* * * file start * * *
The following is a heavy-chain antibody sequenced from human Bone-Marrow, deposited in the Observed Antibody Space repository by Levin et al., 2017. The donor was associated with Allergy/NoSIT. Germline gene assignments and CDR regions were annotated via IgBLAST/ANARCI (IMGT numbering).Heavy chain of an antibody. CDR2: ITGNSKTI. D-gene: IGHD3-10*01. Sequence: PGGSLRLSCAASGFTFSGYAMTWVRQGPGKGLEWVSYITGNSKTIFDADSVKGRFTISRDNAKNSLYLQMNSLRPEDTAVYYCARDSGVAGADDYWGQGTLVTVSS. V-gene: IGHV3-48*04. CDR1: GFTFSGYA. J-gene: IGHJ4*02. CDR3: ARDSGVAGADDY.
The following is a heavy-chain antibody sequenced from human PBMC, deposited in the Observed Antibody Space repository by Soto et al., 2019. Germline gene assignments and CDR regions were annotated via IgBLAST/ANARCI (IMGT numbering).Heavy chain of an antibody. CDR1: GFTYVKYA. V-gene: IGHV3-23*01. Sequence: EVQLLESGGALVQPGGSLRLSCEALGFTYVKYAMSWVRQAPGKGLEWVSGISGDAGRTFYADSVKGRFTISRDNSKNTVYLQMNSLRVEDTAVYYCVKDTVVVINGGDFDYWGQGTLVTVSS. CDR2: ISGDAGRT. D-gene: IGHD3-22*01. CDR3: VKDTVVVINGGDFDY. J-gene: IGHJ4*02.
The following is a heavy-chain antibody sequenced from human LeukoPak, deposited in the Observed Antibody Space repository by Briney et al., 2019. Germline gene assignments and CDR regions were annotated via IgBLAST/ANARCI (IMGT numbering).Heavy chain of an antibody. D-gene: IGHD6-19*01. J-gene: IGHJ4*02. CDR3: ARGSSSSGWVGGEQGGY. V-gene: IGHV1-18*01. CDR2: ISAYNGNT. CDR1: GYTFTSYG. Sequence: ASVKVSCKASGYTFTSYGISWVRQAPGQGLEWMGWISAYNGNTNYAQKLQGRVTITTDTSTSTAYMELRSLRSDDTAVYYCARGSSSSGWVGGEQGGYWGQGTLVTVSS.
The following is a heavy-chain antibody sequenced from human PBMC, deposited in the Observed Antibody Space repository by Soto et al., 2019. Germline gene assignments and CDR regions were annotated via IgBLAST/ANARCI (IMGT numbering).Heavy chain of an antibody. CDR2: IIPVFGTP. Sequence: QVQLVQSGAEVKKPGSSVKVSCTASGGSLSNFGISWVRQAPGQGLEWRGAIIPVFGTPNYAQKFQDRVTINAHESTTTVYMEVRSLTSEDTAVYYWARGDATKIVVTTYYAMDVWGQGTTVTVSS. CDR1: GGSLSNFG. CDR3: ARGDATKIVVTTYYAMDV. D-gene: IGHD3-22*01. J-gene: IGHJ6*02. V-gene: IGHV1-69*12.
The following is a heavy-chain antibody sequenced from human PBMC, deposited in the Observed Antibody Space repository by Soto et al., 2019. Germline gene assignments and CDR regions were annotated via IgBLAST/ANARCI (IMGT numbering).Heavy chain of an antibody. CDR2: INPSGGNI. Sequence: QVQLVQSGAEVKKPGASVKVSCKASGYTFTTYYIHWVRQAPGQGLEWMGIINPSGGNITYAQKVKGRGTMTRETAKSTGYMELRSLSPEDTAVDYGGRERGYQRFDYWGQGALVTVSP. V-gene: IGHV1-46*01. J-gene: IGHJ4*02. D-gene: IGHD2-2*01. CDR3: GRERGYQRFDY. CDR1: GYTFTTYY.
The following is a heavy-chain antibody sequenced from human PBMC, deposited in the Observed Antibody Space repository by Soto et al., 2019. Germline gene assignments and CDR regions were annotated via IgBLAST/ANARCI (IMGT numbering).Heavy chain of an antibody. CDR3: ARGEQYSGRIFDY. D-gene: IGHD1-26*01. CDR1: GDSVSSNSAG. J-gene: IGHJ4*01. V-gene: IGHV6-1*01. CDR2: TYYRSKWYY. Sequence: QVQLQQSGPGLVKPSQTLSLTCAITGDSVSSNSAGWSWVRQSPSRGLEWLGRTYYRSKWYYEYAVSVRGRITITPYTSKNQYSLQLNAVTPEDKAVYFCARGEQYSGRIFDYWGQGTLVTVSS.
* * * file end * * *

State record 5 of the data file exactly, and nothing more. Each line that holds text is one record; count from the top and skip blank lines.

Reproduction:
The following is a heavy-chain antibody sequenced from human PBMC, deposited in the Observed Antibody Space repository by Soto et al., 2019. Germline gene assignments and CDR regions were annotated via IgBLAST/ANARCI (IMGT numbering).Heavy chain of an antibody. CDR2: INPSGGNI. Sequence: QVQLVQSGAEVKKPGASVKVSCKASGYTFTTYYIHWVRQAPGQGLEWMGIINPSGGNITYAQKVKGRGTMTRETAKSTGYMELRSLSPEDTAVDYGGRERGYQRFDYWGQGALVTVSP. V-gene: IGHV1-46*01. J-gene: IGHJ4*02. D-gene: IGHD2-2*01. CDR3: GRERGYQRFDY. CDR1: GYTFTTYY.